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We used to live near the Mtkvari River, in a ground-floor apartment with a single window looking into our courtyard, which was a dirt parking lot. The sun never made it to our window but every morning at the crack of eight, a woman would wake us with the melodious croon of “ma-tso-ni, mat-so-ni!” And if that didn’t wake us, her incessant tapping on our window certainly did.

The payoff, however, was a jar full of the thickest, creamiest, most refreshing homemade yogurt, with just a perfect hint of tartness. So, we would shuffle out of bed, open the window and exchange our empty jars with her full ones.

This woman had a competitor who worked the front of the building, but her brand was inferior. Like most other yogurts, it had a rubbery skin of milk fat on top we would peel off and fling into the bin. The texture, even when mixed into the yogurt, was just too “meh.” We preferred the window woman’s matsoni, with a top layer that was light, like buttery cappuccino foam.

We had read a 1970s National Geographic story about the abundance of centenarians in “Soviet Georgia,” but it was the 1977 Danone commercial of 100-year-olds in Abkhazia eating yogurt that embossed the first images of Georgia into our young head.

Apparently, the producers of the commercial read the same story and other articles by Dr. Alexander Leaf, of Harvard University Medical School, who studied longevity and noted how yogurt is a diet staple among centenarians around the world (but then so was alcohol and cigarettes). While we do not fool ourselves thinking matsoni is the key to a long life, the fact is there’s nothing more soothing for the aches and groans of a hangover.

There is a story that the Georgians whom Buffalo Bill brought to the United States and packaged as Cossacks for his Wild West Show introduced “yogurt” to America. Whether or not that is true, it is a testament to the Georgian adoration of their beloved matsoni. Our friend’s Georgian nanny even smuggled matsoni culture in her bra when she moved to Washington D.C. with the family.

It is not easy to keep oneself stocked with real matsoni these days.

Georgians eat it plain, with honey and walnuts, or perhaps with seasonal fruits. They also use it as condiment for dishes like tolma (dolma) and make gorgeous soups with it. Some may even marinate chunks of pork in it for barbecue.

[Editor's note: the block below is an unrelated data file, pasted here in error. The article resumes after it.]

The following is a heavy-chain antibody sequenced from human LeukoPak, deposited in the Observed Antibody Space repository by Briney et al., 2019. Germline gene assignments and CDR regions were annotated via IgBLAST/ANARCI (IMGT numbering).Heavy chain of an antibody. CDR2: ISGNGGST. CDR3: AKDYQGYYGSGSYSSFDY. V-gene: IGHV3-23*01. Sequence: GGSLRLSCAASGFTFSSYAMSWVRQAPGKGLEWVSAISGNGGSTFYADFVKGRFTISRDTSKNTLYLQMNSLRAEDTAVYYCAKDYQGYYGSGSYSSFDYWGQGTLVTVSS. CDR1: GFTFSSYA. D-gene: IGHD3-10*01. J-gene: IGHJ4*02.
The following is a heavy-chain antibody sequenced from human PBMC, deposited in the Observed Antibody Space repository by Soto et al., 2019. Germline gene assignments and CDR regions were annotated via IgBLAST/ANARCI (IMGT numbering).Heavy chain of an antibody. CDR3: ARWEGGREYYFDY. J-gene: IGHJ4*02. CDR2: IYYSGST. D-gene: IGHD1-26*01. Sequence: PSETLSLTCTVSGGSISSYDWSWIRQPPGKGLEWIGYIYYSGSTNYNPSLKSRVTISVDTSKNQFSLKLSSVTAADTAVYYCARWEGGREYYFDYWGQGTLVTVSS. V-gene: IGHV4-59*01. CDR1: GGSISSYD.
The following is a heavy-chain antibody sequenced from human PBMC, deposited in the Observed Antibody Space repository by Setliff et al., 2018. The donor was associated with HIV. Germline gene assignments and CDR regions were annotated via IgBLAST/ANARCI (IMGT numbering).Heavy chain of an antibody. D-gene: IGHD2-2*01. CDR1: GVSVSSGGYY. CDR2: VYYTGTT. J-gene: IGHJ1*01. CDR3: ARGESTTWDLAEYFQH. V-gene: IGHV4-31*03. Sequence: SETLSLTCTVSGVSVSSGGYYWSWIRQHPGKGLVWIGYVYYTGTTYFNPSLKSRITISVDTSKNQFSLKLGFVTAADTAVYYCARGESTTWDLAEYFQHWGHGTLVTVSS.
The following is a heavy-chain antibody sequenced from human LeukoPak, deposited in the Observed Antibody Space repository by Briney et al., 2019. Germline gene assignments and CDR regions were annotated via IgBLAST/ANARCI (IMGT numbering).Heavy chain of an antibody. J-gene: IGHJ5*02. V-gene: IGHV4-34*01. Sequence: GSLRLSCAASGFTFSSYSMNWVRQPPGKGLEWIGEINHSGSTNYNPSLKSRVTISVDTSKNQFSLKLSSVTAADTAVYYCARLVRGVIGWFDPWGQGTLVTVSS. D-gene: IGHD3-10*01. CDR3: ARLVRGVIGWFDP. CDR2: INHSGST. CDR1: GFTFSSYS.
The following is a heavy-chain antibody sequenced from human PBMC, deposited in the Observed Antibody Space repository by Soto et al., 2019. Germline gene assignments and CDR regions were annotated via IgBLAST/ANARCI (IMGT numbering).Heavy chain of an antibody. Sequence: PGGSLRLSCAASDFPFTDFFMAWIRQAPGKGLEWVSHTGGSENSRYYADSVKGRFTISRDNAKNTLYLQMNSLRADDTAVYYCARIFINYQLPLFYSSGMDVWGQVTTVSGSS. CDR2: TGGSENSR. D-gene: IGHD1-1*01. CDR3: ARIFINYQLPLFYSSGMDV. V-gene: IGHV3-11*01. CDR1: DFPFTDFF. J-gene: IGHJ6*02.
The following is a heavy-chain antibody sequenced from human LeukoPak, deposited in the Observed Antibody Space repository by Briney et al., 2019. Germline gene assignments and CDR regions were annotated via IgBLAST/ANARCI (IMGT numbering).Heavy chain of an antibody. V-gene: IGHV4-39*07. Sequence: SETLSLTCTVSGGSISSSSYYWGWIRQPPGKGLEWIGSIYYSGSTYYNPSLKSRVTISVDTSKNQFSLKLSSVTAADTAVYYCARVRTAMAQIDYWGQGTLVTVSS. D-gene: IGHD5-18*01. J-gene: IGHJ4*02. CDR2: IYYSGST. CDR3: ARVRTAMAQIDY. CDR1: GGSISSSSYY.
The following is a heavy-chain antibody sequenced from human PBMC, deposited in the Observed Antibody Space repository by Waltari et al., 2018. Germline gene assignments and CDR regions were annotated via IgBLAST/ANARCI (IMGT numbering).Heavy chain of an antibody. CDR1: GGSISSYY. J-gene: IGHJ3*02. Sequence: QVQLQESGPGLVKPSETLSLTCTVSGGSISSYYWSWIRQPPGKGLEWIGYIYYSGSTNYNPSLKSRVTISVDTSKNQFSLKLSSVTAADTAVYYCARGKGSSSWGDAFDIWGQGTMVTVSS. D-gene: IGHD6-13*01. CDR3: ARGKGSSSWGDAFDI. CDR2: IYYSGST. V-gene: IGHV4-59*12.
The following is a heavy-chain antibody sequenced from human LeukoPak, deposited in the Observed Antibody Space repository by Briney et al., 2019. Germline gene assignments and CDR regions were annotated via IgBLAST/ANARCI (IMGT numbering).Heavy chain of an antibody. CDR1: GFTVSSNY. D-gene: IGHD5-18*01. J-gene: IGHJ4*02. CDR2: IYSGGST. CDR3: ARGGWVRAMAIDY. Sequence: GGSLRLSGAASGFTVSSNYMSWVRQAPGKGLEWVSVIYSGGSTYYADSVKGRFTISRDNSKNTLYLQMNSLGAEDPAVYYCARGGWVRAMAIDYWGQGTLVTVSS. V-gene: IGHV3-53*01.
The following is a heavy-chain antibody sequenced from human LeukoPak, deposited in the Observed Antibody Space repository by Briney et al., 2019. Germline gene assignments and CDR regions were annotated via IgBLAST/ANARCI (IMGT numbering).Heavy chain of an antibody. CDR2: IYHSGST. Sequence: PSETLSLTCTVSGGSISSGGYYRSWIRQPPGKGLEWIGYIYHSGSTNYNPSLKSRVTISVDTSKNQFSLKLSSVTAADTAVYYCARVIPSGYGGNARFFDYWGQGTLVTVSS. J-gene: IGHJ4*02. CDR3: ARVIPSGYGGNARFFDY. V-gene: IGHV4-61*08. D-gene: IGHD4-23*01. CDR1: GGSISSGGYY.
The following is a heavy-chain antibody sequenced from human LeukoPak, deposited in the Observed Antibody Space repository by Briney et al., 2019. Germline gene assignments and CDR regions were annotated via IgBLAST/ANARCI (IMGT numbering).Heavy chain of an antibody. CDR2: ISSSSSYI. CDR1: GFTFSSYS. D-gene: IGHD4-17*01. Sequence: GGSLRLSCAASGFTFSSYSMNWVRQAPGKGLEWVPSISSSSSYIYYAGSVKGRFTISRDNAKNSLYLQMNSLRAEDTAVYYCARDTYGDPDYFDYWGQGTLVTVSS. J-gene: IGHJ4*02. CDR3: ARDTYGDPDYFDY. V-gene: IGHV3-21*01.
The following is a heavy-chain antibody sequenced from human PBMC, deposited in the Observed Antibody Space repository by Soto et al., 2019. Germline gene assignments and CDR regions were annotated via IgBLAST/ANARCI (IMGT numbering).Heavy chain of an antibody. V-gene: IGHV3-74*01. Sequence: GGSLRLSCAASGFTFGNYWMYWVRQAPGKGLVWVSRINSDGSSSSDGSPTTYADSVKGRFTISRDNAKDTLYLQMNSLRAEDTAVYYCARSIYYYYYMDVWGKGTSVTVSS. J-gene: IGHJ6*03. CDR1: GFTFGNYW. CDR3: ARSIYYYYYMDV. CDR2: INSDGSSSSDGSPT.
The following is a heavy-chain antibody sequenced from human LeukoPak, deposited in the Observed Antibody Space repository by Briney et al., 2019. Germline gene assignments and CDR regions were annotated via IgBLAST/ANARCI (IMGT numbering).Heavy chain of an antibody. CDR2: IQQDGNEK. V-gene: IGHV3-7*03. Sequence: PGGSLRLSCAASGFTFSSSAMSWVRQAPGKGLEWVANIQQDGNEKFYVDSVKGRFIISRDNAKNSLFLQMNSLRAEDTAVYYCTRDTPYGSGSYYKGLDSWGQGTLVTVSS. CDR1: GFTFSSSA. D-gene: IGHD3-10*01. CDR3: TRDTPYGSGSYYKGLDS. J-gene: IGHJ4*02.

One autumn day, we moved across the river and up the mountain, to the last house on the street. This part of the neighborhood had a matsoni man, a strong, garlicky gent with a cyst the size of a golf ball on his head. He would arrive later in the day with a baritone matsoni refrain, hauling jars of the culture, salty Imeruli cheese and fresh milk in used water bottles that always seemed to sour hours after we bought it.

Because it is a formidable hike to our house, particularly with those heavy bags on scorching summer days, we’d occasionally buy a wheel of cheese for incentive (he never sold a half wheel) – not because it was necessarily good. But his visits became increasingly infrequent until he stopped coming entirely. Maybe it was that lump on the head, but whatever the case, we had no fresh matsoni delivery anymore.

There are a few little neighborhood markets a couple blocks down that stocked homemade matsoni, but they require a jar to exchange. Very rarely would we remember to pack one for those sudden trips down the hill for cigarettes, toilet paper and bread. We do most of our shopping on the way home, who carries empty jars with them all day?

A couple other neighborhood shops stocked homemade matsoni in flimsy plastic cups covered with cellophane, which would indubitably spill out and baste everything in the plastic shopping bag. It is not easy to keep oneself stocked with real matsoni these days.

Supermarkets arrived a little over a dozen years ago, and while they have made life easier, the sad truth is that most all the dairy products they sell come from powdered milk. Reconstituted matsoni is okay, but nothing can replace the barnyard vigor of real, honest to goodness village matsoni. Friends across the city report of a waning presence of matsoni ladies, although some local mom-and-pop shops stock the village stuff and you can arrange a delivery. But it has been years since we have seen people lowering baskets of empty jars off their sixth floor balconies down to the matsoni lady below. The days of the neighborhood matsoni lady and her morning serenade are fading.

Editor’s note: Our recurring Building Blocks feature focuses on foods and ingredients that are fundamental to the cuisines we write about.

Yigal Schleifer and Paul Rimple and Justyna Mielnikiewicz

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